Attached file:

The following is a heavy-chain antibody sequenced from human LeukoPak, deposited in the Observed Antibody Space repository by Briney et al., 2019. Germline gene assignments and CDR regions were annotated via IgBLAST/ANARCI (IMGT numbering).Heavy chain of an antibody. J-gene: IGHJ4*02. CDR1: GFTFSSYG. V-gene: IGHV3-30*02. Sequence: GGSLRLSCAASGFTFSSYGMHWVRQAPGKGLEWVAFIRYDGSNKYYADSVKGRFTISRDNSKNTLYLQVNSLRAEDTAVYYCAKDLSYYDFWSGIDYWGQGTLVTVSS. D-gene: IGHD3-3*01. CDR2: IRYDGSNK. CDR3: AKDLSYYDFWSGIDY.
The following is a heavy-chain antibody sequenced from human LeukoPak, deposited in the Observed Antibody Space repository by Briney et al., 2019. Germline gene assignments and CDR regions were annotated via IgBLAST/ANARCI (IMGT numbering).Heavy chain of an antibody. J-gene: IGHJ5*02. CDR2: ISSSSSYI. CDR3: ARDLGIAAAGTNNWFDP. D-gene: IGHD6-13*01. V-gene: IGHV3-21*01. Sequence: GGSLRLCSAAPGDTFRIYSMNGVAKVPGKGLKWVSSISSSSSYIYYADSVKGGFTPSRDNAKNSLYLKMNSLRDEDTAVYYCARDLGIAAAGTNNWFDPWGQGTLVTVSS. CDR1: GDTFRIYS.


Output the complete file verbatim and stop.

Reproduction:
The following is a heavy-chain antibody sequenced from human LeukoPak, deposited in the Observed Antibody Space repository by Briney et al., 2019. Germline gene assignments and CDR regions were annotated via IgBLAST/ANARCI (IMGT numbering).Heavy chain of an antibody. J-gene: IGHJ4*02. CDR1: GFTFSSYG. V-gene: IGHV3-30*02. Sequence: GGSLRLSCAASGFTFSSYGMHWVRQAPGKGLEWVAFIRYDGSNKYYADSVKGRFTISRDNSKNTLYLQVNSLRAEDTAVYYCAKDLSYYDFWSGIDYWGQGTLVTVSS. D-gene: IGHD3-3*01. CDR2: IRYDGSNK. CDR3: AKDLSYYDFWSGIDY.
The following is a heavy-chain antibody sequenced from human LeukoPak, deposited in the Observed Antibody Space repository by Briney et al., 2019. Germline gene assignments and CDR regions were annotated via IgBLAST/ANARCI (IMGT numbering).Heavy chain of an antibody. J-gene: IGHJ5*02. CDR2: ISSSSSYI. CDR3: ARDLGIAAAGTNNWFDP. D-gene: IGHD6-13*01. V-gene: IGHV3-21*01. Sequence: GGSLRLCSAAPGDTFRIYSMNGVAKVPGKGLKWVSSISSSSSYIYYADSVKGGFTPSRDNAKNSLYLKMNSLRDEDTAVYYCARDLGIAAAGTNNWFDPWGQGTLVTVSS. CDR1: GDTFRIYS.